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Housing in Singapore

发表于 7-13-2017 15:30:46 | 显示全部楼层 |阅读模式
Housing in Singapore  l  The High Life. The city-state's public housing system works well. But does it have to be so bossy?  Economist, July 6, 2017
https://www.economist.com/news/a ... 0-singaporeans-live

(a) Eugene is "a hologram, trapped behind glass at a self-aggrandising [American spelling: aggrandising] museum in the bowels of Singapore's Housing & Development Board (HDB) 建屋发展局. * * * few [countries] are quite as devoted to them as Singapore, where four-fifths of the permanent population live in subsidised units built by the government, most of them as owner-occupiers. The city-state’s suburbs bristle with HDB towers, painted calming pastel hues."

Donald Lim (CEO, DigiMagic), Check out These Insane Hologram Presentations from Singapore. Singapore Business Review, Mar 23, 2012.

One photo is topped with the caption: "HDB Hologram (Click image for video)" -- but the link to Youtube.com was disconnected.

(b) "HDB was formed in 1960 [Malaysia expelled Singapore in 1965], replacing a city-planning agency created by British colonialists. The agency intended at first to build rental housing for poor families, but within four years it had switched to building apartments for sale to the masses. * * * The government used its powers to acquire much of the land that was not then under its control (it now owns around 90% of Singapore’s territory), and gradually moved Singaporeans from low-slung villages into concrete high-rises.  Today there are about 1m HDB apartments, largely clustered in two dozen new towns that extend in a semicircle around the city's coastal core. Each year the government sells a fresh batch of as-yet-unbuilt flats, predominantly to first-time buyers. They all come with 99-year leases and are sold at lower-than-market prices, though successful applicants must wait three or four years for their blocks to be completed. Alternatively Singaporeans can choose to buy existing HDB apartments directly from their owners, at whatever price buyer and seller can agree. * * * New three-bedroom flats that were offered this year in Punggol, an outlying suburb that has been home to much of HDB’s recent development, cost a little over S$300,000 ($217,000 [today's foreign exchange rate: S$1.37 = $1]) on average. * * * Buying a comparable HDB flat on the secondary market would have cost about a fifth to a quarter more. Buying an apartment built by private developers—whose projects cater primarily to the richest Singaporeans and to foreigners—can easily cost three times as much.  The cash Singaporeans use to buy HDB's properties is provided in part by the Central Provident Fund (CPF), a mandatory national-savings scheme into which most citizens of working age are required to squirrel 20% of their monthly salary (employers must contribute a further 17%)."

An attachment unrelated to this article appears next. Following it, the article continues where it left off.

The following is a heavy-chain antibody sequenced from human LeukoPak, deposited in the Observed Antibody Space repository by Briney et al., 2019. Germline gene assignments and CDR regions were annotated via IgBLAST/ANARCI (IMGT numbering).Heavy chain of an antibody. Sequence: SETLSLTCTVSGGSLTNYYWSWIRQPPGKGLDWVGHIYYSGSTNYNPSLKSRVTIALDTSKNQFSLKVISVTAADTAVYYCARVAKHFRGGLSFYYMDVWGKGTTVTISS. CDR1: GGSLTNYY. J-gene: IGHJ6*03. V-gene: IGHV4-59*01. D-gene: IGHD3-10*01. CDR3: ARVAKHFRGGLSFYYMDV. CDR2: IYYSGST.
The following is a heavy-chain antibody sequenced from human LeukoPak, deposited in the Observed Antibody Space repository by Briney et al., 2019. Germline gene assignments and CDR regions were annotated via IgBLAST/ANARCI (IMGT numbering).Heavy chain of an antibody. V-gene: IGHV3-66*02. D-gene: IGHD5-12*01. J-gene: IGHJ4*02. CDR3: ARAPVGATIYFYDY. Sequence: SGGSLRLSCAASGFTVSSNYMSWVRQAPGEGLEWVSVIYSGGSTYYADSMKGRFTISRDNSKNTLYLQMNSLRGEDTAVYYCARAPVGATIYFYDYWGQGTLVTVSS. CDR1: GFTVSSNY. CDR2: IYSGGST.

(i) "They all come with 99-year leases"

You guess right. Economist's use of "ownership" is a misnomer. The truth in Singapore is more akin to that in China. See
Lease Will Run out for Majority of HDB Flats Without SERS, Minister Wong Confirms. The Independent, Mar 25, 2017.
www.theindependent.sg/lease-will ... ster-wong-confirms/
(A) Ministry of National Development  国家发展部
(B) Lawrence Wong Shyun Tsai  黄循财  (Wong is Cantonese pronunciation.)
(C) Selective En bloc Redevelopment Scheme
https://en.wikipedia.org/wiki/Se ... edevelopment_Scheme

No Chinese.
(D) Gerald Giam
(Gerald GIAM Yean Song 严燕松; 1977- ; from the Workers' Party 工人党 who is currently a Non-constituency Member of Parliament (NCMP) of the 13th Parliament of Singapore
(E) Non-constituency Member of Parliament
https://en.wikipedia.org/wiki/No ... ember_of_Parliament(
("is declared to have been elected a Member of the Parliament of Singapore * * * by virtue of having been one of the best-performing losers;" since 1984)
(F) Khaw Boon Wan  许文远 (The Taiwanese or Minnan 闽南语pronunciation for 许 sounds the same as English noun "core.")
(ii) Punggol
(Chinese: 榜鹅; section 1 Etymology: Malay)
(iii) Central Provident Fund  公积金

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 楼主| 发表于 7-13-2017 15:31:46 | 显示全部楼层